When you travel, you likely collect photographs and knick-knacks that can be displayed nicely for yourself and others. David Levin, however, took this one step further and used an MP3 recorder to capture the sounds of the places he and his wife have visited. But how does one show off sounds? Levin has a clever answer for that in the form of his Arduino-based Audio Memory Chest.

The project uses a recycled card catalog to hold items from each place traveled, and when one drawer is pulled out, a magnet and Hall effect sensor tells an Arduino Pro Mini which drawer has been opened. A serial MP3 player module then produces a random audio file recorded at that location, treating the user to both the sights and sounds of the region! 

My wife and I have been lucky enough to travel all over the world together during the past few years. Wherever we go, I collect little knick knacks, souvenirs, and ephemera. I also use a little MP3 recorder to capture sounds (marketplaces, street sound, music, etc). It’s always amazing to listen to these later—they immediately bring you back to a place, far better than a photograph alone could.

Want to read more, remember to take your vitamins, or even take out the trash? With the “Dory” Arduino-based tracking device from YouTuber YellowRobot.XYZ, now you can!

Dory–which comes in both a circular and smaller square version–uses an NFC reader to sense tags attached near the object that needs work. When you complete a positive action, you simply tap the nearby tag and the small gadget will light up its corresponding LEDs via an Arduino Pro Mini.

If you’d like to know where you are on your habit count, this is displayed with a button in the middle, and can be reset by holding it down. Beside from tracking habits, Dory is a great reminder of what can be done with NFC tags!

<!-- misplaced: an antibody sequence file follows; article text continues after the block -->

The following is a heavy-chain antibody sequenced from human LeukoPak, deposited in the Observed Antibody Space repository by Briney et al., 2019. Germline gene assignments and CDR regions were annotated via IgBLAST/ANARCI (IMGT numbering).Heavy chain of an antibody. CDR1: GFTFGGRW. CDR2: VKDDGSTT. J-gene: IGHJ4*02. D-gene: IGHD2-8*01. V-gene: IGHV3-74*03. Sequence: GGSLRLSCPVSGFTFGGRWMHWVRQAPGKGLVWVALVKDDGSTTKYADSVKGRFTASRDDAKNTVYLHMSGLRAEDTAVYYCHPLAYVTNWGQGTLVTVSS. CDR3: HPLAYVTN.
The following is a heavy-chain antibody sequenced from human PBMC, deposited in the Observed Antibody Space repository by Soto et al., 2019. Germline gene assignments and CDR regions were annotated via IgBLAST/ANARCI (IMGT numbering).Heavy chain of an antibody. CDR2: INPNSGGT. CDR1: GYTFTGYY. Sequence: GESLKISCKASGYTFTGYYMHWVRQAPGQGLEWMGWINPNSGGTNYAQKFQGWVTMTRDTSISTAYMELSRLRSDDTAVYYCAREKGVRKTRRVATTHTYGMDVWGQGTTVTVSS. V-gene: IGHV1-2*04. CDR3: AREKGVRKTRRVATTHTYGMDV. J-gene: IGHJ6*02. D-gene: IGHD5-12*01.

[William Osman] set out to prove that unlike expensive commercial data logging rigs, he could get the same results for under twenty bucks. He wanted to build a wireless three-axis accelerometer for a race car project, allowing engineers to make modifications to the suspension based on the data collected.

The hardware consists of an Arduino Pro Mini connected to a three-axis accelerometer, and an nRF24L01 wireless module. Power is supplied by the race car’s 12 V, changed to 5 V by a linear regulator with the Pro Mini in turn supplying 3.3 V. The base station consists of an Arduino and another nRF24L01 module plugged into a laptop.

The telemetry system is based on COSMOS, an open-source, realtime datalogging platform put out by Bell Aerospace. COSMOS consists of fifteen separate applications depending on how you want to view and manage your telemetry. You can download [William]’s COSMOS config files and Arduino sketch on Google Docs.

We’ve published a bunch of pieces on telemetry, like this ESP8266 telemetry project, a rocket telemetry rig, and open sourcing satellite telemetry.

[Thanks, Dennis Nestor!]